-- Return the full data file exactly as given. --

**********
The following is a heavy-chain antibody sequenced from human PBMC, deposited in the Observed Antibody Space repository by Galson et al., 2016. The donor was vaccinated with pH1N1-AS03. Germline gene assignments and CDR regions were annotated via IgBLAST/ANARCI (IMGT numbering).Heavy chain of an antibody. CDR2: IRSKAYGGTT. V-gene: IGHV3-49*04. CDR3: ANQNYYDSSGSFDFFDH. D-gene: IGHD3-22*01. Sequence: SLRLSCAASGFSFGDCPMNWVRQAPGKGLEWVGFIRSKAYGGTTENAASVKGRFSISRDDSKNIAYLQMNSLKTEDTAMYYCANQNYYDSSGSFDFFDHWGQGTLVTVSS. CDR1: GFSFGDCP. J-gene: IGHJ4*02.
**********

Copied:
The following is a heavy-chain antibody sequenced from human PBMC, deposited in the Observed Antibody Space repository by Galson et al., 2016. The donor was vaccinated with pH1N1-AS03. Germline gene assignments and CDR regions were annotated via IgBLAST/ANARCI (IMGT numbering).Heavy chain of an antibody. CDR2: IRSKAYGGTT. V-gene: IGHV3-49*04. CDR3: ANQNYYDSSGSFDFFDH. D-gene: IGHD3-22*01. Sequence: SLRLSCAASGFSFGDCPMNWVRQAPGKGLEWVGFIRSKAYGGTTENAASVKGRFSISRDDSKNIAYLQMNSLKTEDTAMYYCANQNYYDSSGSFDFFDHWGQGTLVTVSS. CDR1: GFSFGDCP. J-gene: IGHJ4*02.